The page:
Tim Burners-Lee, who is often called the inventor of the World Wide Web, also spoke on the morning's bill about his own interest in transparency issues. He discussed how government entities could see their web outreach efforts as a system of "earning stars" for data access and reusability. Just putting up data in any form merits one star, putting it up in a spreadsheet format that enables mash-ups earns another, and making that data available in an open format would earn a third star in his system. Then he specified how having individual URLs and enabling notation systems and data linking could lead to the highest levels of star-earning. His other simple analogy involved a bag of chips in which he discussed how data should be both machine readable and aimed toward having a social impact. To develop this analogy he contrasted the nutritional information labeling on a typical bag of chips with its UPC code.
At the conference, several people who came up to chat with me compared me to the next morning speaker on the program, danah boyd. This comparison wasn't made based on the fact that we are both blondes or that we are both bloggers for Digital Media and Learning Central. It was based on the fact that we were both perceived as critical voices in our respective keynote line-ups with talks that pointed out potential pitfalls to Gov 2.0 utopianism. Ironically, the parallels were even closer, since in the original version of my talk I had a slide about Megan's Law to illustrate the risks of total transparency undertaken without serious reflection, because vigilantes could use the addresses of sex offenders to enact street justice that is just as likely to harass their family members as it is to target supposed criminals on parole.
I'm glad that I took out that slide the editing process, because I thought boyd did a much better job that I would have in developing a sustained critique of mainstream ideologies about sexual predators. She opened by establishing her ethos with the audience by explaining that a family member had been raped and murdered by a neighbor and that she had always been an advocate for preventing violence against women and girls. But she also pointed out that there were 700,000 people on the sex offenders list and that those offenders included teenagers who had oral sex with other teenagers. Furthermore, she challenged how the oft-cited statistic that one in seven minors had been sexually solicited online had been received without considering how those minors were generally solicited by other minors. Now that 15% of teens had been involved in "sexting" or the sharing of explicit photos, boyd was concerned that a large number of young people could even been charged with child pornography offenses.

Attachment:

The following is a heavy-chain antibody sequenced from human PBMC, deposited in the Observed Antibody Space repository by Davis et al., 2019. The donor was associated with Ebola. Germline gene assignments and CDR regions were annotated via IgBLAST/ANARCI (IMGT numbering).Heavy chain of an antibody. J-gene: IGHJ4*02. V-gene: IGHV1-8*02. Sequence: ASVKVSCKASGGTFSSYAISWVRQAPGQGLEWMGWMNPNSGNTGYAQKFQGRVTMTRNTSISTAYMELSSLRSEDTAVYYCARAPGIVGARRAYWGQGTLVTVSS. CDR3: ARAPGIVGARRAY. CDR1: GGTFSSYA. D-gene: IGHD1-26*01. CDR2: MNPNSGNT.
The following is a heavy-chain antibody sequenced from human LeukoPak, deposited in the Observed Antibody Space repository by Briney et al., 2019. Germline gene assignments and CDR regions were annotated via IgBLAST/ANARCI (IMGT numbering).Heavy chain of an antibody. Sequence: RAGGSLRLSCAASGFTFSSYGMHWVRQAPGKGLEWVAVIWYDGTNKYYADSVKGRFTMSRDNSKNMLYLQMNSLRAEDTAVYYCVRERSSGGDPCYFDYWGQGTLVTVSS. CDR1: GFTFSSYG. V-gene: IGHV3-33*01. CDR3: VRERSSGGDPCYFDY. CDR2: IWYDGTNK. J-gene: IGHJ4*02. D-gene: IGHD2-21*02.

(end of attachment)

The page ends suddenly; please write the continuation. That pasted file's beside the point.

She noted that people love to buy books like Blink or Freakanomics about "how we are terrible at interpreting data," but even this widespread consciousness-raising had had little impact on policy. She described her own feelings about being dismissed by justice system officials and law enforcement after the appearance of Enhancing Child Safety and Online Technologies, a report from Harvard's Berkman Center. (I had also heard this from John Palfrey.) She asserted that "information is power" and "information is not neutral" and argued for more information literacy efforts, particularly those guided by the research of Eszter Hargittai.
After boyd's appearance things quickly went from the sublime to the ridiculous, with an argument for "passion" and people "kicking ass" and "killer" technologies and "cool" strategies with Kathy Sierra. Although her examples about how a water quality report could be made interesting were interesting, it eventually degenerated into a facile argument that lolcats and comic books were the solution for open government.